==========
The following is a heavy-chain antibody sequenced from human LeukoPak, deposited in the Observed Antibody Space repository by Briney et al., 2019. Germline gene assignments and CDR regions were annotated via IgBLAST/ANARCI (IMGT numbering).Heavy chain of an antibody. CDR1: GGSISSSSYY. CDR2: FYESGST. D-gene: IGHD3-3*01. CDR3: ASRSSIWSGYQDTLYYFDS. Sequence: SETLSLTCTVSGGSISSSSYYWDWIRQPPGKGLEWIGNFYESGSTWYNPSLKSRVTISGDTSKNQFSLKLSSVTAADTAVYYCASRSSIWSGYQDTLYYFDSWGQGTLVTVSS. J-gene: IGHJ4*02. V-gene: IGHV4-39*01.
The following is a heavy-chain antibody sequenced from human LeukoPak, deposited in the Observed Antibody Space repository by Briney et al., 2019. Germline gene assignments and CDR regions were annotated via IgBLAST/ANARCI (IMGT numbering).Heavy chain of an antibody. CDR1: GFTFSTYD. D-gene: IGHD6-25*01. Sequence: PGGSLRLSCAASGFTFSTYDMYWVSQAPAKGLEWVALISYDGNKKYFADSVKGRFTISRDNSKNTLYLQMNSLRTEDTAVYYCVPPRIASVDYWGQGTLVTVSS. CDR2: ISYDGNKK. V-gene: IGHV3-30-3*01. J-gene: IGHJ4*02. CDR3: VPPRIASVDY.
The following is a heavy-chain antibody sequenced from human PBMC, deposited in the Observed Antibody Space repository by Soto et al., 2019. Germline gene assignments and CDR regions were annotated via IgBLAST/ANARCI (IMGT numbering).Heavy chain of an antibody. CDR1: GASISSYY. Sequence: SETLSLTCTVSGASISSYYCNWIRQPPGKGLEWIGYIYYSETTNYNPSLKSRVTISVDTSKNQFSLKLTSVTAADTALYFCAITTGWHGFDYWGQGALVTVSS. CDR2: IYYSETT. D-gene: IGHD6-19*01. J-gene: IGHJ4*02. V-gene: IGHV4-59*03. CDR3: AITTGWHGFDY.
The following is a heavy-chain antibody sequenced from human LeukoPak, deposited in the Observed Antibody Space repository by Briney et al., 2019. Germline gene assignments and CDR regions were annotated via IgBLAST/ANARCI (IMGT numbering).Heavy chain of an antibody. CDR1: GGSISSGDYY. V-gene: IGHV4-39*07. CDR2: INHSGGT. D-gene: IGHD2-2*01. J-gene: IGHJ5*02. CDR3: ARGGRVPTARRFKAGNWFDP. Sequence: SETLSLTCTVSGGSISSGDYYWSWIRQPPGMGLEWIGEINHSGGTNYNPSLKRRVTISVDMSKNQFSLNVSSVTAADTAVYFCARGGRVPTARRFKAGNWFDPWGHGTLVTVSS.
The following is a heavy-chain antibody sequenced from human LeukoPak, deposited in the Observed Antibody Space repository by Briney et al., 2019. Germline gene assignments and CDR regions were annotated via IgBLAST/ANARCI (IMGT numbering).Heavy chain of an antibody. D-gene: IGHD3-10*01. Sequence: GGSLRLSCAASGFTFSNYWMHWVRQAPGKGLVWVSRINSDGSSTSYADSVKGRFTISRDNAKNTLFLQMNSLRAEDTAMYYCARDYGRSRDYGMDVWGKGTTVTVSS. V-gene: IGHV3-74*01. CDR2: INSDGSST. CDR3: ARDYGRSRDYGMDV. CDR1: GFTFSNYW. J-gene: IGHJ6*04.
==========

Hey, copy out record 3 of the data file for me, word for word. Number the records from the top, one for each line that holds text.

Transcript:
The following is a heavy-chain antibody sequenced from human PBMC, deposited in the Observed Antibody Space repository by Soto et al., 2019. Germline gene assignments and CDR regions were annotated via IgBLAST/ANARCI (IMGT numbering).Heavy chain of an antibody. CDR1: GASISSYY. Sequence: SETLSLTCTVSGASISSYYCNWIRQPPGKGLEWIGYIYYSETTNYNPSLKSRVTISVDTSKNQFSLKLTSVTAADTALYFCAITTGWHGFDYWGQGALVTVSS. CDR2: IYYSETT. D-gene: IGHD6-19*01. J-gene: IGHJ4*02. V-gene: IGHV4-59*03. CDR3: AITTGWHGFDY.